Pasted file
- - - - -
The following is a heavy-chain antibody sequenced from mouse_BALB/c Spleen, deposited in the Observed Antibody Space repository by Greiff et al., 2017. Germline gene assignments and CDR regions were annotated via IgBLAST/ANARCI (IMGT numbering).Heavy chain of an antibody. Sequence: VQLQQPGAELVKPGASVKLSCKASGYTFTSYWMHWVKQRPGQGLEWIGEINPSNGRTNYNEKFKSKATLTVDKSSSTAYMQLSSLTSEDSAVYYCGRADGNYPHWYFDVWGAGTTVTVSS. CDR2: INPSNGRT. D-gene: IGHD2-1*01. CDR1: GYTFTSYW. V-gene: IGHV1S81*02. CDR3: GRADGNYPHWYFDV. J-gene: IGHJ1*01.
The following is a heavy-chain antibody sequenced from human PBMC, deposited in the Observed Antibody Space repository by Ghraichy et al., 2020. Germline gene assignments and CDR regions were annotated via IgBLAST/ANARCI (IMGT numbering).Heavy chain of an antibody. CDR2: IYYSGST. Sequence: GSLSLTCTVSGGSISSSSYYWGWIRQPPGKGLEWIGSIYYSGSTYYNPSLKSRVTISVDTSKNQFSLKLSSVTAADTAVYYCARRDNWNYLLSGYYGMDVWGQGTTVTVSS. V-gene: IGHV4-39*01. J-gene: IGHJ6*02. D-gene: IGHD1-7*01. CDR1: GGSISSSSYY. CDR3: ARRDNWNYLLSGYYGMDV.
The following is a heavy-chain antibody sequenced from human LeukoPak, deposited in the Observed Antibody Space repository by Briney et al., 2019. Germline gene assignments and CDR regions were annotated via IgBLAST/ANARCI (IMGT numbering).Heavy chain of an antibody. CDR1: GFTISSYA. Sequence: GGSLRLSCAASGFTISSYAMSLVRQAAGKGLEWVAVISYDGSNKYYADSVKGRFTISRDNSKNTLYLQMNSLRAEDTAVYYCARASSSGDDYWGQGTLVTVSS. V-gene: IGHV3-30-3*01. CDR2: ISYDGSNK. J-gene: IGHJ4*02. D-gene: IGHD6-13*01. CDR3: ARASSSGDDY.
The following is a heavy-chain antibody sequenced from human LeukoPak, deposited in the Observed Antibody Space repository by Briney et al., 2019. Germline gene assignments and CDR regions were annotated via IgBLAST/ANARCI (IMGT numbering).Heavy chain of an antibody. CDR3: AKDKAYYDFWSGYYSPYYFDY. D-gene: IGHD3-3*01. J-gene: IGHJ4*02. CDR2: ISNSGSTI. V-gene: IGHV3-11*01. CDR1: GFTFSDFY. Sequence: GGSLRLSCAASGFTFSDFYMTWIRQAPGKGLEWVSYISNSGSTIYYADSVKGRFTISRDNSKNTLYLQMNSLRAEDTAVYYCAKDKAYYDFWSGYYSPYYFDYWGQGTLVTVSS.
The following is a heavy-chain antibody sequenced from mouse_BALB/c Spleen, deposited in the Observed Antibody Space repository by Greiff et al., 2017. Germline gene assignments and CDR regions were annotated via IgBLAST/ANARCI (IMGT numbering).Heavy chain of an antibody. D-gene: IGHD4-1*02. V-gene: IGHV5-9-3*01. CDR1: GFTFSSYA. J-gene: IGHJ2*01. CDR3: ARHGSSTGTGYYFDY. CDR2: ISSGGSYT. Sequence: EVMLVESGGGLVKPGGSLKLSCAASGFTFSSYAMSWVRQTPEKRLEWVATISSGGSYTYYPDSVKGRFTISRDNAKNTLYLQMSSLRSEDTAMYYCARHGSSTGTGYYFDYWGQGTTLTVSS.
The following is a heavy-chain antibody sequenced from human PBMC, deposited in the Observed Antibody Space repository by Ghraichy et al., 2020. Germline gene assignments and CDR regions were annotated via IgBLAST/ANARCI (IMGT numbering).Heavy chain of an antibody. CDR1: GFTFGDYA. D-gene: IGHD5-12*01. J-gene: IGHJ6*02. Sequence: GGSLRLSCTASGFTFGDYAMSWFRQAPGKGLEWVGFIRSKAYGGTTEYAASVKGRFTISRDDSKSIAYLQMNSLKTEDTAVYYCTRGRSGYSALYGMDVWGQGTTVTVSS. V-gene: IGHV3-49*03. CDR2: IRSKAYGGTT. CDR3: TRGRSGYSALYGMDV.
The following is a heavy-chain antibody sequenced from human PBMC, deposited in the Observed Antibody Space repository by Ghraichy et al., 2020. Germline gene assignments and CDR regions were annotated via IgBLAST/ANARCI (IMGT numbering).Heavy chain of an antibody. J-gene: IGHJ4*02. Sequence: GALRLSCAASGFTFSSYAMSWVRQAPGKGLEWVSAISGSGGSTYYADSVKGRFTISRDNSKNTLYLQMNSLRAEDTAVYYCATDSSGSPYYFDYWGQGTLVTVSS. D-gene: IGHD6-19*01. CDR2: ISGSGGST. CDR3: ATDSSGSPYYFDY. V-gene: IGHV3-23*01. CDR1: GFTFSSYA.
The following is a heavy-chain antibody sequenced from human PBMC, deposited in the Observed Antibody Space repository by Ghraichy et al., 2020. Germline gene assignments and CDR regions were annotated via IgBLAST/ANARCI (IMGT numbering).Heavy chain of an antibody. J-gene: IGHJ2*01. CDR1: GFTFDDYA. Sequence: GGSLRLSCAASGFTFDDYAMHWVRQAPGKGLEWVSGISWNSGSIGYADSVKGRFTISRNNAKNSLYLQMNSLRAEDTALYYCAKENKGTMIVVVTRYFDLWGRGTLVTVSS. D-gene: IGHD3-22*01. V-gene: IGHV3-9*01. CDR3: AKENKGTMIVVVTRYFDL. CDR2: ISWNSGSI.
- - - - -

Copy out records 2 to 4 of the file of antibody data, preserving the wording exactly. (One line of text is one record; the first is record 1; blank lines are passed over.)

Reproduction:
The following is a heavy-chain antibody sequenced from human PBMC, deposited in the Observed Antibody Space repository by Ghraichy et al., 2020. Germline gene assignments and CDR regions were annotated via IgBLAST/ANARCI (IMGT numbering).Heavy chain of an antibody. CDR2: IYYSGST. Sequence: GSLSLTCTVSGGSISSSSYYWGWIRQPPGKGLEWIGSIYYSGSTYYNPSLKSRVTISVDTSKNQFSLKLSSVTAADTAVYYCARRDNWNYLLSGYYGMDVWGQGTTVTVSS. V-gene: IGHV4-39*01. J-gene: IGHJ6*02. D-gene: IGHD1-7*01. CDR1: GGSISSSSYY. CDR3: ARRDNWNYLLSGYYGMDV.
The following is a heavy-chain antibody sequenced from human LeukoPak, deposited in the Observed Antibody Space repository by Briney et al., 2019. Germline gene assignments and CDR regions were annotated via IgBLAST/ANARCI (IMGT numbering).Heavy chain of an antibody. CDR1: GFTISSYA. Sequence: GGSLRLSCAASGFTISSYAMSLVRQAAGKGLEWVAVISYDGSNKYYADSVKGRFTISRDNSKNTLYLQMNSLRAEDTAVYYCARASSSGDDYWGQGTLVTVSS. V-gene: IGHV3-30-3*01. CDR2: ISYDGSNK. J-gene: IGHJ4*02. D-gene: IGHD6-13*01. CDR3: ARASSSGDDY.
The following is a heavy-chain antibody sequenced from human LeukoPak, deposited in the Observed Antibody Space repository by Briney et al., 2019. Germline gene assignments and CDR regions were annotated via IgBLAST/ANARCI (IMGT numbering).Heavy chain of an antibody. CDR3: AKDKAYYDFWSGYYSPYYFDY. D-gene: IGHD3-3*01. J-gene: IGHJ4*02. CDR2: ISNSGSTI. V-gene: IGHV3-11*01. CDR1: GFTFSDFY. Sequence: GGSLRLSCAASGFTFSDFYMTWIRQAPGKGLEWVSYISNSGSTIYYADSVKGRFTISRDNSKNTLYLQMNSLRAEDTAVYYCAKDKAYYDFWSGYYSPYYFDYWGQGTLVTVSS.